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Talking about the state of my portfolio right now is easy as pie. So, I look around the market for top stocks to buy in an attempt to cheer myself up.
Here are two that really caught my eye.
Like many UK listed companies, credit checker Experian (LSE: EXPN ) has had a rather poor 2022. As I type, the shares are down 28%. It catches my attention.
Yes, there are risks here. It is reasonable to assume that a slowdown in spending will mean a reduced need for its services. Simply put, there is no need to check a person’s repayment history if they are not applying for loans and cards.
On the other hand, it is also logical to think that this is precisely the time when people and businesses shall seek credit in an attempt to deal with higher energy bills. So maybe trade will be resilient?
Regardless, Experian’s stock is now changing hands at a price-to-earnings (P/E) ratio of 21. While that’s not outrageously cheap at face value, we have to put it in context. The five-year average on this measure is a tumultuous 31. Viewed from this perspective, the current price looks like a cracking deal for a company that consistently generates fat margins compared to other stocks in the FTSE 100.
Another bonus is the income offered. A very affordable, almost 2% return also means I get paid to be patient.
A second top stock to buy, at least in my opinion, is real estate portal Move right (LSE: RMV). Like Experian, this firm has a rotten 2022 with shares tanking 39% as I type. Much of this decline has only come in the last month, as the market has become jittery about how further interest rate hikes will affect the housing market.
I’m not going to say that the market is overreacting here. With people already struggling with higher energy bills, it is logical to suspect that moving to a new property will not be high on their agenda. This can have an impact on profits for housebuilders, building suppliers and, frankly, any company involved in the sector.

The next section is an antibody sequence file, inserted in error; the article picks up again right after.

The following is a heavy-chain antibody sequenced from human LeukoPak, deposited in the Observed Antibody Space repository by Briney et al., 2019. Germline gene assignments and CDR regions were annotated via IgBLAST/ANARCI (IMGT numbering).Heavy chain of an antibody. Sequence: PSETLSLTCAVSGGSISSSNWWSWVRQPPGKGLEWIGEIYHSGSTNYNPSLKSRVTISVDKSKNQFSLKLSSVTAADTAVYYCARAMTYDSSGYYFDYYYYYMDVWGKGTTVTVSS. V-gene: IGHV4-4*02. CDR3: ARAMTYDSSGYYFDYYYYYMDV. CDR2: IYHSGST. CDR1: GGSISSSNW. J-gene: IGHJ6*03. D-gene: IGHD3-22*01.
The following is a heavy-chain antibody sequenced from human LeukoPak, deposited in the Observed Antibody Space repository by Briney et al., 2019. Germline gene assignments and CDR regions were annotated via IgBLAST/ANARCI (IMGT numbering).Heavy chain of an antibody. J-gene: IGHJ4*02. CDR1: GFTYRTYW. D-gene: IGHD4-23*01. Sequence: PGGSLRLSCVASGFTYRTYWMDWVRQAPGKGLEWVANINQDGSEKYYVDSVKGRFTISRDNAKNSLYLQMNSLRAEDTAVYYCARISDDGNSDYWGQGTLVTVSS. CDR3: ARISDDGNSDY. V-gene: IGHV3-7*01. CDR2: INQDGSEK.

Despite this, Rightmove is the kind of stock I would want to pick up on such concerns. As an online business, its costs are far below that of your typical brick and mortar related firm. Return on capital – essentially what a company gets back for the money it puts in – is consistently among the highest in the entire UK market. Theoretically, this should help my money compound at a better rate compared to a business throwing cash around, but for little benefit. Speaking of cash, Rightmove’s finances look seriously robust.
At 21 times expected earnings, shares in this market leader are also significantly cheaper than their five-year average (32 times). Lovely!
As I am also interested in acquiring shares in Experian and Rightmove, one must be aware that their prices may continue to fall for some time. Given that, it might be better for me to commit to pouring money into these stocks.
That said, I wonder how much pain has already been priced in. With markets in absolute funk, it won’t take much good news to bring out the bulls. Taking a long-term perspective will also help.